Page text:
Released from prison by accident, Rene Lima-Marin walks free again after beating deportation twice

Rene Lima-Marin was set to leave a private immigration jail in Aurora on Monday afternoon, potentially ending a long and bizarre legal saga.

(Kevin J. Beaty/Denverite)

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Jasmine Lima-Marin hugs Marilyn Stranske after a press conference on her husband's case at the Hans Meyer Law Office, May 19, 2017. (Kevin J. Beaty/Denverite)  rene lima-marin; immigration; deportation; hans meyer law office; kevinjbeaty; denver; colorado; denverite;

Jasmine Lima-Marin hugs Marilyn Stranske after a press conference on her husband's case at the Hans Meyer Law Office, May 19, 2017. (Kevin J. Beaty/Denverite)

Rene Lima-Marin was set to leave a private immigration jail in Aurora on Monday afternoon, potentially ending a long and bizarre legal saga.

“As of about 1 o’clock, he’d been pulled from the general population and was being processed for release,” said Leah Rosenberg, an attorney for Lima-Marin with Elinoff Legal, speaking via cell phone as she waited on a bench at the detention facility.

(Update: He was released shortly afterward.)

“God has a plan. He has a purpose, so everything was meant to be, you know what I mean? And it’s brought me to this point,” Lima-Marin told 9News upon his release. “I’m just, I’m grateful … You wait for this, you expect it, but you don’t know how to express it.”

Lima-Marin was mistakenly released from prison in 2008, only eight years into his 98-year sentence for an armed robbery case. A clerk had mistakenly set his sentences in the case to run concurrently, rather than consecutively.

He started a family, held a job and stayed out of trouble for years after his release. In 2014, he was forced to return to prison after authorities discovered the mistake. He was freed again in 2017 by a judge, but he was almost immediately picked up by Immigration and Customs Enforcement agents as he tried to return to his wife and two children.

Lima-Marin was brought to the United States from Cuba as a young child. He is a legal permanent resident, but not a citizen — which meant that the felony conviction made him eligible for deportation.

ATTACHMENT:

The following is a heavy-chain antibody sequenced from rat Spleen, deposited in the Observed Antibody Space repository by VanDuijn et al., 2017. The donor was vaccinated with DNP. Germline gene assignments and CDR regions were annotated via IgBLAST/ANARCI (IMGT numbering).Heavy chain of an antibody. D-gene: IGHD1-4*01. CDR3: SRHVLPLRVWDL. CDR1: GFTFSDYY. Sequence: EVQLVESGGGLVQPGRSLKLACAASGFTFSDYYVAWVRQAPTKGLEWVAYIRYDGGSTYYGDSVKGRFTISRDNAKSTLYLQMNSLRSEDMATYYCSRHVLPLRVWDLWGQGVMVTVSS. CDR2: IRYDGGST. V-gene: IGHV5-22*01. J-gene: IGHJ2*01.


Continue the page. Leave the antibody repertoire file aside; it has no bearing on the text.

His case became a statewide cause, and Gov. John Hickenlooper in 2017 pardoned Lima-Marin of his crimes. By removing the felony from his record, that gave him a chance to beat the deportation case.

“We had to make some legal arguments that essentially they could not use that conviction in order to pursue immigration proceedings,” Rosenberg said.

It worked. An immigration judge ordered Lima-Marin’s release in October — but the Department of Homeland Security appealed the decision and “went out of their way,” to ensure he stayed in jail while the appeal was pending, according to Rosenberg.

Today, Lima-Marin learned that he had won again. “We’ve just won the appeal essentially clearing the path for his release,” Rosenberg said.

Still, she added: “There’s a lot of cautious optimism. We’ve been here before several times over the last year. And obviously his family’s been through this multiple, multiple times.”

The legal challenges might not be over, she said. “We do anticipate, based on the current political climate, that the department is likely to appeal to the Tenth Circuit,” Rosenberg said, referring to the federal appeals court. But Lima-Marin would not be detained during such an appeal, she said.

However, a spokesman for the Department of Homeland Security said the government might let it go.

“U.S. Immigration and Customs Enforcement (ICE) is disappointed that the Board of Immigration Appeals (BIA) has dismissed our appeal of an immigration judge’s decision to terminate the removal proceedings of Rene Lima Marin, from Cuba,” the statement read.

“However, ICE will abide by the BIA’s decision; Lima Marin has already been released from ICE custody. ICE currently plans no further action against Lima Marin unless other future criminal convictions render him removable.”

Aaron Elinoff was the lead attorney on the immigration case. Lima-Marin is married and a father to a stepson and a son. His co-defendant, Michael Clifton, is still in prison.